He regarded me with glittering eyes, the expression on his face unreadable. “And, if the choice was between saving your brother and letting me die, which would you choose? The answer should be obvious, but could you do it?”

I chewed my lip and remained silent. Ash nodded slowly and turned away. “I’m tired,” he said, sitting down on the bed. “You should find Puck and decide where we go from here. Unless, of course, you know where this Machina’s court is. I do not. If I’m going to help you, I need to rest.”

He lay back and put an arm over his eyes, dismissing me. I backed out and left the room, dark doubts swirling around my head.

In the hallway I met Puck, leaning against the wall with his arms crossed. “So, how is the handsome princeling?” he mocked, shoving away from the wall. “Will he survive his ordeal to fight another day?”

“He’s fine,” I muttered as Puck fell into step beside me. “He’s got a nasty-looking burn where the horse kicked him, and I think his ribs were broken, but he wouldn’t say.”

“Forgive me if my heart doesn’t bleed for him,” Puck replied, rolling his eyes. “I don’t know how you got him to help, princess, but I wouldn’t trust him further than I could throw him. Deals with the Winter Court are bad news. What did you promise him?”

“Nothing,” I said, not meeting his eyes. I could feel his disbelieving stare, and went on the offensive to distract him. “Look, what’s your deal with him, anyway? He said you stabbed him in the back once. What’s up with that?”

“That…” Puck hesitated, and I could see I’d hit a sore spot. “That was a mistake,” he went on in a quiet voice. “I didn’t mean for that to happen.” He shook himself, and the self-doubt dropped away, replaced by his irritating smirk. “Anyway, it doesn’t matter. I’m not the bad guy here, princess.”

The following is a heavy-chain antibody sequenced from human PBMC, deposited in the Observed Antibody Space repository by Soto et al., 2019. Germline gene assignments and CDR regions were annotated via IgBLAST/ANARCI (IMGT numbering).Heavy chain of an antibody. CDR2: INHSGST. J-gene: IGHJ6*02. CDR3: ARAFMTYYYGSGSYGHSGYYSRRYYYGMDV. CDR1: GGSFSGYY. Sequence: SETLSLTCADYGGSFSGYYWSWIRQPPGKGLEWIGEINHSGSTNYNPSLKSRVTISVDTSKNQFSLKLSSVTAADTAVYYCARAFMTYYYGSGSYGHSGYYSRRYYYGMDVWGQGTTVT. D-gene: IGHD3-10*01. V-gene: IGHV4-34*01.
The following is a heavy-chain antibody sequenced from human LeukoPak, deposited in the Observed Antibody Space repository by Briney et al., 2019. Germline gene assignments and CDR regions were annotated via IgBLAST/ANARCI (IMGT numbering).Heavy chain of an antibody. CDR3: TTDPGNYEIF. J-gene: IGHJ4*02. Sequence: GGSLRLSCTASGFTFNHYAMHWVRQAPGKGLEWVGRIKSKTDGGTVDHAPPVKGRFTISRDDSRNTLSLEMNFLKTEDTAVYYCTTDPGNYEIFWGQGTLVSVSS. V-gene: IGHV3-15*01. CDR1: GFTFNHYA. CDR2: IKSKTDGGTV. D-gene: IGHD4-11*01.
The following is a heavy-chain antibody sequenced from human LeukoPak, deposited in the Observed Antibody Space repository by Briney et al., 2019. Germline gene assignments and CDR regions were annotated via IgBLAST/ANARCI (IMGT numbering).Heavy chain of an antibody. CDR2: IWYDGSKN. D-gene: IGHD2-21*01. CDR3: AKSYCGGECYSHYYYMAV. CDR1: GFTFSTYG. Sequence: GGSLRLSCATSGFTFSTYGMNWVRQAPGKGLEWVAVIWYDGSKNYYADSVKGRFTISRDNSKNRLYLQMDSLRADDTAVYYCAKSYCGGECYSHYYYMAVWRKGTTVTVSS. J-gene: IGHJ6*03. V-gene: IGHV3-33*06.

“No,” I admitted. “You’re not. But I’m going to need both of you to help get Ethan back. Especially now. Especially since this Iron King wants me so bad. Do you know anything about him?”

Puck sobered. “I’ve never heard of him before,” he murmured as we entered the dining hall. A long table stood in the center of the room, with a magnificent ice sculpture as a centerpiece. Grimalkin crouched on the table with his head in a bowl, eating something that smelled strongly of fish. He glanced up as we entered, licking his jaws with a bright pink tongue.

“Heard of who before?”

“King Machina.” I pulled up a chair and sat down, resting my chin in my hands. “That horse thing—Ironhorse—called him the ruler of the iron fey.”

“Hmm. I have never heard of him.” Grimalkin put his head back in the bowl, chewing loudly. Puck sat down beside me.

“It doesn’t seem possible,” he muttered, mirroring my pose with his chin in his hands. “Iron fey? It’s blasphemous! It goes against everything we know.” He touched his fingers to his brow, narrowing his eyes. “And yet, Ironhorse was most definitely fey. I could sense that. If there are more like him and those gremlin things, Oberon must be informed immediately. If this King Machina brings his iron fey against us, he could destroy the courts before we knew what hit us.”

“But you know nothing about him,” Grimalkin said, his voice echoing inside the bowl. “You have no idea where he is, what his motives are, how many iron fey are actually out there. What would you tell Oberon now? Especially since you have…ahem…fallen out of favor by disobeying him.”

“He’s right,” I said. “We should find out more about this Machina before we tell the courts. What if they decide to confront him now? He might fight back, or he might go into hiding. I can’t risk losing Ethan.”